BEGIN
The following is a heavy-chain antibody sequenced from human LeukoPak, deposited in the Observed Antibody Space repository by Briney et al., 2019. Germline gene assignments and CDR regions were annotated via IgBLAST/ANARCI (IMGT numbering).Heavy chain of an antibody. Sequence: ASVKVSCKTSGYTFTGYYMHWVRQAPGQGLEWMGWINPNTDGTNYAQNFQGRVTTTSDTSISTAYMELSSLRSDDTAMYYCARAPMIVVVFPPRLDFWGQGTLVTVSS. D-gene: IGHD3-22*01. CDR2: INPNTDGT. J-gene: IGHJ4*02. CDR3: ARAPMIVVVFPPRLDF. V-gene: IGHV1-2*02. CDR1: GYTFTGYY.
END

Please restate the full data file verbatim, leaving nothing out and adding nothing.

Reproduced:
The following is a heavy-chain antibody sequenced from human LeukoPak, deposited in the Observed Antibody Space repository by Briney et al., 2019. Germline gene assignments and CDR regions were annotated via IgBLAST/ANARCI (IMGT numbering).Heavy chain of an antibody. Sequence: ASVKVSCKTSGYTFTGYYMHWVRQAPGQGLEWMGWINPNTDGTNYAQNFQGRVTTTSDTSISTAYMELSSLRSDDTAMYYCARAPMIVVVFPPRLDFWGQGTLVTVSS. D-gene: IGHD3-22*01. CDR2: INPNTDGT. J-gene: IGHJ4*02. CDR3: ARAPMIVVVFPPRLDF. V-gene: IGHV1-2*02. CDR1: GYTFTGYY.